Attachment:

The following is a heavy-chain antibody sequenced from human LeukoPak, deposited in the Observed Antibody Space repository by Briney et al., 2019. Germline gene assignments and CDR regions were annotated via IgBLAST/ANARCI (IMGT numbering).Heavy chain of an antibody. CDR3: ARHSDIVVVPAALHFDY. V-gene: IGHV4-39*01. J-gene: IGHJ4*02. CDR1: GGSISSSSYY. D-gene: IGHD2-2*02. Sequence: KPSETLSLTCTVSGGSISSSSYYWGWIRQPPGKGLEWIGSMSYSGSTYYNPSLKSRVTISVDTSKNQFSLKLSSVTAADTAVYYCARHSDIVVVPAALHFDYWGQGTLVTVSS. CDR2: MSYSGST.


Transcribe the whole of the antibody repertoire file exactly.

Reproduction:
The following is a heavy-chain antibody sequenced from human LeukoPak, deposited in the Observed Antibody Space repository by Briney et al., 2019. Germline gene assignments and CDR regions were annotated via IgBLAST/ANARCI (IMGT numbering).Heavy chain of an antibody. CDR3: ARHSDIVVVPAALHFDY. V-gene: IGHV4-39*01. J-gene: IGHJ4*02. CDR1: GGSISSSSYY. D-gene: IGHD2-2*02. Sequence: KPSETLSLTCTVSGGSISSSSYYWGWIRQPPGKGLEWIGSMSYSGSTYYNPSLKSRVTISVDTSKNQFSLKLSSVTAADTAVYYCARHSDIVVVPAALHFDYWGQGTLVTVSS. CDR2: MSYSGST.